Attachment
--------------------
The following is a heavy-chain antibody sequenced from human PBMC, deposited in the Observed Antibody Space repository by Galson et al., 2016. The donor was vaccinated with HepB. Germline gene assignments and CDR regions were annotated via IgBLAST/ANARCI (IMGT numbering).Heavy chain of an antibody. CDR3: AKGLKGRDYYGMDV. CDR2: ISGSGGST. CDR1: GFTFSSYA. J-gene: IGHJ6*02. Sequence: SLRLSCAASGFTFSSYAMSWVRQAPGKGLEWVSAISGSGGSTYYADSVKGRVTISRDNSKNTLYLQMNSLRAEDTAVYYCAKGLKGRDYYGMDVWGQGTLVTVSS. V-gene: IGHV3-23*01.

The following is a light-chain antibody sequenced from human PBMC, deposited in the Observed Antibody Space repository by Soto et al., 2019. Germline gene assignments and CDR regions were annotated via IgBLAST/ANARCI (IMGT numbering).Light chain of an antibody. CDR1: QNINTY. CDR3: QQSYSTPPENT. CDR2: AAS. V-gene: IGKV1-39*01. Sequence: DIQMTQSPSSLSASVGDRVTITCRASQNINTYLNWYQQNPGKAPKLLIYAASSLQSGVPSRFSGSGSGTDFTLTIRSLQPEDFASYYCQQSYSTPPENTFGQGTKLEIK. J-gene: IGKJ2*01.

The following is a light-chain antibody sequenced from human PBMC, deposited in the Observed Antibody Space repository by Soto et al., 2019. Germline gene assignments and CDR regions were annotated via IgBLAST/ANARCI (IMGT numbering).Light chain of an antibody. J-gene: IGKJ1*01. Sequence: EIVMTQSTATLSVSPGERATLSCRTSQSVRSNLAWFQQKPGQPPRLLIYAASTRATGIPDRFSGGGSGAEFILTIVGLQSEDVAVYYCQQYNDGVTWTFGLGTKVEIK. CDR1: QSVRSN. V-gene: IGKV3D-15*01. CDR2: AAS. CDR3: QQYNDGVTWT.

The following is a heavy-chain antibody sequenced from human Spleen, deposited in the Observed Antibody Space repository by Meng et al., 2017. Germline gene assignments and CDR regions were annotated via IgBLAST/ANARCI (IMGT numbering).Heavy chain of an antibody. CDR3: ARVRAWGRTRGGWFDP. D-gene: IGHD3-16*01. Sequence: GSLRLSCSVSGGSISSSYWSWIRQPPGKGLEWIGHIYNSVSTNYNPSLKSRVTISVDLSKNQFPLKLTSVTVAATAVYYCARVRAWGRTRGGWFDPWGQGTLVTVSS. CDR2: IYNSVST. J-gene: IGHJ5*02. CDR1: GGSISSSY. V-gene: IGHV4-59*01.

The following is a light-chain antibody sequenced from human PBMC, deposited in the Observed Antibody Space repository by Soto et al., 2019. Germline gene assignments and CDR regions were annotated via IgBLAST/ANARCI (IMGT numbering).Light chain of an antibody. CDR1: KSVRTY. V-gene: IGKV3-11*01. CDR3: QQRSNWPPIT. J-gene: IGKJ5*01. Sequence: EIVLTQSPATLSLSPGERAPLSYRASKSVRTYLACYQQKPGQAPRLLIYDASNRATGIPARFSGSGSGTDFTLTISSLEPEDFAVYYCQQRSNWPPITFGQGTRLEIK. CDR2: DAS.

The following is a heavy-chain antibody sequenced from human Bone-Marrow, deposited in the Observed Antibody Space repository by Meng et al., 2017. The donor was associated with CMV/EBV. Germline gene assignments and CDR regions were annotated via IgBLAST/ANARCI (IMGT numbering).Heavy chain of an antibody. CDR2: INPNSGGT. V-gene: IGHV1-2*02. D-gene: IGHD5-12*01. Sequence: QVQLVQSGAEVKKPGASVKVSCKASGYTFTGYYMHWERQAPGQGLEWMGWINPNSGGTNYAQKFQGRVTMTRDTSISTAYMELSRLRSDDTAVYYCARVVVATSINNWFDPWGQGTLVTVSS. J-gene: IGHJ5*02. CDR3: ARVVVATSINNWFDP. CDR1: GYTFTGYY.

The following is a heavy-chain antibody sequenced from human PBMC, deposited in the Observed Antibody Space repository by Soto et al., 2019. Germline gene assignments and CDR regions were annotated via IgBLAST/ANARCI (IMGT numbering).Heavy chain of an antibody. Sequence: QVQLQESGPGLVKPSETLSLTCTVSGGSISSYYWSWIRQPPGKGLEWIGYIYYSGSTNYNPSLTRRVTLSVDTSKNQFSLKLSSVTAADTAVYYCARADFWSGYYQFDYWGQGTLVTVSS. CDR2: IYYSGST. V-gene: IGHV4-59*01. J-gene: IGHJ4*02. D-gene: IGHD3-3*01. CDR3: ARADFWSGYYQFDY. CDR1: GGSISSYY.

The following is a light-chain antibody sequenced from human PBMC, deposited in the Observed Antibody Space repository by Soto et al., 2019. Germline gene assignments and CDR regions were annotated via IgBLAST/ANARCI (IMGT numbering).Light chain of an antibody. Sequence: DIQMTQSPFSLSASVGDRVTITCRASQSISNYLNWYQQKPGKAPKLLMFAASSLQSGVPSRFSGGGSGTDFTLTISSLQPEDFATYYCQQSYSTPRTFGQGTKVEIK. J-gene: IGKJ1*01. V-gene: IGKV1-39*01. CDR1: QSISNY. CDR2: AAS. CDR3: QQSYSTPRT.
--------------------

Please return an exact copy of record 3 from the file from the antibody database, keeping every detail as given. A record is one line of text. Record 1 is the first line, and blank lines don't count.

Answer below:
The following is a light-chain antibody sequenced from human PBMC, deposited in the Observed Antibody Space repository by Soto et al., 2019. Germline gene assignments and CDR regions were annotated via IgBLAST/ANARCI (IMGT numbering).Light chain of an antibody. J-gene: IGKJ1*01. Sequence: EIVMTQSTATLSVSPGERATLSCRTSQSVRSNLAWFQQKPGQPPRLLIYAASTRATGIPDRFSGGGSGAEFILTIVGLQSEDVAVYYCQQYNDGVTWTFGLGTKVEIK. CDR1: QSVRSN. V-gene: IGKV3D-15*01. CDR2: AAS. CDR3: QQYNDGVTWT.